Calculating the Costs

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A little low-tech magic visited some 5,000 homes in southwestern France last week: after nearly three weeks without electricity, light bulbs flickered back on and heating systems groaned to life. The power-deprived households were among nearly 3.45 million plunged into darkness when terrible-twin storms named Lothar and Martin pummeled France with hurricane-force winds on Dec. 26 and 27, claiming 91 lives and causing at least $11.8 in damage.

But even as storm-groggy France brightened with the news of full electricity restoration, a long and costly rebuilding process began. Socialist Prime Minister Lionel Jospin unveiled a $2.5 billion relief package to help homeowners and businesses deal with the damage, but that was only the beginning. Jospin promised that the initial funding "will be supplemented in coming months with additional measures." President Jacques Chirac added his assurance that "the state will see to it that all losses that can be compensated will be."

Despite their outwardly calming tones, however, Chirac's words also acknowledged that some losses will not be recoverable. In addition to 91 human lives lost in the storms, for example, over 360 million of the nation's trees were ripped from their roots or snapped in half by winds of up to 200 km/h. Trees in and around the gardens of Versailles--which had witnessed and withstood the ravages of revolution, the tumultuous rise and fall of empires and the violence of two world wars--were twisted and torn as easily as sidewalk saplings in Paris. Elsewhere in France--which classified 69 of its 96 departments as natural disaster sites after the storms--winds transformed enormous swaths of what had been dense woods and forests into barren plains strewn with hundreds of thousands of fallen trees.

The storms were indeed so catastrophic to the nation's tree population that the lion's share of Jospin's initial aid package was earmarked for France's forestry businesses, which in the space of 48 hours found themselves with anywhere from three to 11 years' worth of production blown down. Some $251 million was allotted to emergency cutting, hauling, and stocking of felled timber, while another $1.9 billion has been set aside for loans to help lumber companies survive the calamity and begin the slow procedure of replanting. But given the expected loss from trees rotting and a pre-glut timber market whose prices have already fallen as much as 50%, many wonder whether the worst-hit areas can survive at all.

Another $377 million freed up by Jospin will go to the repair of national and local property and landmarks damaged by the winds, and to individuals and businesses most seriously hit by the storms. Of this $377 million, around $12.6 million will go to the hundreds of communities along France's Atlantic coast battling a spill of 10,000 tons of heavy fuel that began washing up on beaches on Dec. 24. Thousands of volunteers have been shoveling up the massive tide of oil and have pulled over 36,000 incapacitated birds from the morass--around two-thirds of which died. Some wildlife experts predict 100,000 birds will perish in the spill--the worst to hit France in 20 years.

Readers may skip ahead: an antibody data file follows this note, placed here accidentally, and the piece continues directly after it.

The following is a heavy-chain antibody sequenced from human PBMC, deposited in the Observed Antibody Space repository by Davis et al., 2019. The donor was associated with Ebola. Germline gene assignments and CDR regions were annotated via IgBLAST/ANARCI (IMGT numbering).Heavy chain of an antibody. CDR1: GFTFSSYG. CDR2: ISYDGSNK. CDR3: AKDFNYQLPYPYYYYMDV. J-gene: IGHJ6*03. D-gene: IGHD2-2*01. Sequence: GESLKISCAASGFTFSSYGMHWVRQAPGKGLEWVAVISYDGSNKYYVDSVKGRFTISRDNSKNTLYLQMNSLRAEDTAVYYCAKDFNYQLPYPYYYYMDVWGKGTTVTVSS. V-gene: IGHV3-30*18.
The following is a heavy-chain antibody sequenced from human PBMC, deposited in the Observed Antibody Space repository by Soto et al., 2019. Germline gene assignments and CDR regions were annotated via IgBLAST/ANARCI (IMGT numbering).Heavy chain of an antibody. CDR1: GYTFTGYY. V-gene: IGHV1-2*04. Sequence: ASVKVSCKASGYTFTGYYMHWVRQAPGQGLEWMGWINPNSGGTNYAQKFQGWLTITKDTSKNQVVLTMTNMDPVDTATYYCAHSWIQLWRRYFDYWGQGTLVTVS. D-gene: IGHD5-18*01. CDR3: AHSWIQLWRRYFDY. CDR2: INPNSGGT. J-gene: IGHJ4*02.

Despite the costs involved in trying to reverse all the damage France suffered at year's end, some observers are already quietly pointing out the extra investment should translate into increased business activity and economic growth. To restore services, the utility Electricite de France, the phone company France Telecom and the railroad SNCF have collectively spent almost $3 billion to repair damaged infrastructure--allowing them to upgrade and modernize networks as they do so. Materials and labor required to repair or replace private property are expected to cost considerably more, but also provide a boost to an already surging national economy. "This disaster will be mostly positive in terms of gross domestic product," enthuses Denis Kessler, vice president of the association grouping France's largest company heads. Construction businesses and their suppliers are also sniffing a windfall, and in anticipation of a flurry of work are asking temporary exemption from the nation's new 35-hour work-week.

Many owners of damaged private property, however, continue to ask where the money will come from to make good their losses. Despite Jospin and Chirac's promises of financial as well as moral support, it's unlikely the state will pay for most private losses. It's also certain insurance companies won't be paying for all damages--even in areas classified as natural disaster sites. Kessler, who also presides over the French Federation of Insurance Companies, has said that on an estimated damage total of $11.8 billion insurers can be expected to pay only about $4.7 billion. Where will the rest come from? There, too, storm-battered French homeowners are hoping for some magic.